The idiomatic expression “for the birds“ is common enough to crop up in everyday conversation. One hears it all the time: “This pizza is for the birds!” “The Mets are for the birds!” “Lying, fascist, ideologue politicians are for the birds!” You probably get the point. This phrase is obviously negative in connotation, meaning objectionable or worthless. But why is it bad to be for the birds anyway? Who coined the term and for how long has this designated an undesirable state?
If you’re still reading, then perhaps you share my curiosity. Regrettably, I’m short on answers. There seems to be no authoritative answer regarding the origin of this avian insult. The best source of information is a website called businessballs.com. This site’s idiom page offers the following insights:
…for the birds (also strictly for the birds) – useless, unreliable facts, unacceptable or trivial, implying that something is only for weaker, unintelligent or lesser people – American origin according to Kirkpatrick and Schwarz Dictionary of Idioms. Decharne’s Dictionary of Hipster Slang actually references a quote from the Hank Janson novel Chicago Chick 1962 – ” ‘It’s crazy man,’ I told him, ‘Real crazy. Strictly for the birds.’ ” – but doesn’t state whether this was the original usage. Brewer’s Dictionary of Phrase and Fable (1870) certainly makes no mention of it which suggests it is no earlier than 20th century.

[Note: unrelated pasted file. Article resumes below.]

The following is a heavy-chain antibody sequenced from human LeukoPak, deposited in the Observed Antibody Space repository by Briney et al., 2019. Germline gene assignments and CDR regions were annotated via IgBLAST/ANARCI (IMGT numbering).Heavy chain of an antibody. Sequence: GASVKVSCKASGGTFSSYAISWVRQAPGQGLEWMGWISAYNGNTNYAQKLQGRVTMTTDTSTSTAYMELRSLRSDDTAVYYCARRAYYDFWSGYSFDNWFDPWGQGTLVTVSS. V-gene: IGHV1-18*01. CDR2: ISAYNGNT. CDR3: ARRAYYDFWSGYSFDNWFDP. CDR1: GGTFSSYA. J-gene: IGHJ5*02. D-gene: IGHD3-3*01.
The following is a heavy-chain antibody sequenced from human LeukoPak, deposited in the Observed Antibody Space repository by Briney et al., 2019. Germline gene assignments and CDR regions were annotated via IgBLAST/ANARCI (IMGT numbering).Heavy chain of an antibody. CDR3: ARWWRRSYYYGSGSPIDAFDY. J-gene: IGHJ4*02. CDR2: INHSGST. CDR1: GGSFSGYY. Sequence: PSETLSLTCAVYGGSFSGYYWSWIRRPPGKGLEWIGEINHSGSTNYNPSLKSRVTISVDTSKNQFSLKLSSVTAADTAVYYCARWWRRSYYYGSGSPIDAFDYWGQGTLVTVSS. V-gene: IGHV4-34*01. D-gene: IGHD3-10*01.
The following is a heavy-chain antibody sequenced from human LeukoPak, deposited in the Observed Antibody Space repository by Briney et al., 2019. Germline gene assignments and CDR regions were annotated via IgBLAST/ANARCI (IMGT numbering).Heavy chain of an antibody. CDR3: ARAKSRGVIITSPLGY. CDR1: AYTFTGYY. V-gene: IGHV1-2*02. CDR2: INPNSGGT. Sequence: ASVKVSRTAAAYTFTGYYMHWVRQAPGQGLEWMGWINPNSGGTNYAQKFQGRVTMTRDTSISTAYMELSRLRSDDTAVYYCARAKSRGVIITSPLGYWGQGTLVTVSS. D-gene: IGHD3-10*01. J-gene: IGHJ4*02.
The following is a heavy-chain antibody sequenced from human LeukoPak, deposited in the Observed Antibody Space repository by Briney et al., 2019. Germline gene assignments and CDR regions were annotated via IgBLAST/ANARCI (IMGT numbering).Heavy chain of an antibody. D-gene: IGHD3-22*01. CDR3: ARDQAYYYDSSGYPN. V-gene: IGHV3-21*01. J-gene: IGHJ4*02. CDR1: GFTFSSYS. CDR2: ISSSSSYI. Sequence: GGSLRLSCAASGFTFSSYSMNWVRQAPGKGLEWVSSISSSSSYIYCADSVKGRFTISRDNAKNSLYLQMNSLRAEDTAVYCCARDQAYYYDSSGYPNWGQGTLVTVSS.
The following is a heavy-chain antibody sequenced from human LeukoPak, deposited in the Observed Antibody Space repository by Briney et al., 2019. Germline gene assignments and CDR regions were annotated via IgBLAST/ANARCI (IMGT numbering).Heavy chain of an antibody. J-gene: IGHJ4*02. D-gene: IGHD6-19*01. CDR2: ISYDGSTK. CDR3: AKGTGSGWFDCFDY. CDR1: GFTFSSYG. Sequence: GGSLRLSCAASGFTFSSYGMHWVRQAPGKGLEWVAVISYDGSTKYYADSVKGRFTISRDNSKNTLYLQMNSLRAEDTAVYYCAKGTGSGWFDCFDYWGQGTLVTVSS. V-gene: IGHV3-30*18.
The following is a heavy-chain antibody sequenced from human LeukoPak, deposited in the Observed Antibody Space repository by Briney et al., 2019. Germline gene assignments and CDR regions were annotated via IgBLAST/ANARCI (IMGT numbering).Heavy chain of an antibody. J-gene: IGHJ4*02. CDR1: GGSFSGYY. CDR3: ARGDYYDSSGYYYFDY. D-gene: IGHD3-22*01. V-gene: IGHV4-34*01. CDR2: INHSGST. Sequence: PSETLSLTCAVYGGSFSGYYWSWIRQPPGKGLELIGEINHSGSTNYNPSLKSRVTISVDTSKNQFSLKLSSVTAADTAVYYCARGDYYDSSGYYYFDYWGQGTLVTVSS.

This is good stuff, but far from definitive. I will have to respectfully disagree with the author’s conclusions regarding the age of this expression. You see, since so many other sources of inspiration turned into blind alleys, I consulted that font of ancient wisdom, the most-quoted tome of all time, the Good Book itself. That’s right, I checked the Bible for the phrase “for the birds” and I think I found our answer.
Isaiah 18:4 For this is what the Lord has told me: “I will wait and watch from my place, like scorching heat produced by the sunlight, like a cloud of mist in the heat of harvest.” 18:5 For before the harvest, when the bud has sprouted, and the ripening fruit appears, he will cut off the unproductive shoots with pruning knives; he will prune the tendrils. 18:6 They will all be left for the birds of the hills and the wild animals; the birds will eat them during the summer, and all the wild animals will eat them during the winter.
Jeremiah 16:4 They will die of deadly diseases. No one will mourn for them. And they will not be buried. Their dead bodies will lie like manure spread on the ground. They will be killed in war or die of starvation. And their corpses will be food for the birds and the wild animals.
According to the Old Testament, something that is “for the birds” is roughly equivalent to an unproductive shoot or manure. Suddenly it all makes sense. One has to wonder, though… As birders, we are clearly for the birds. What does that say about us?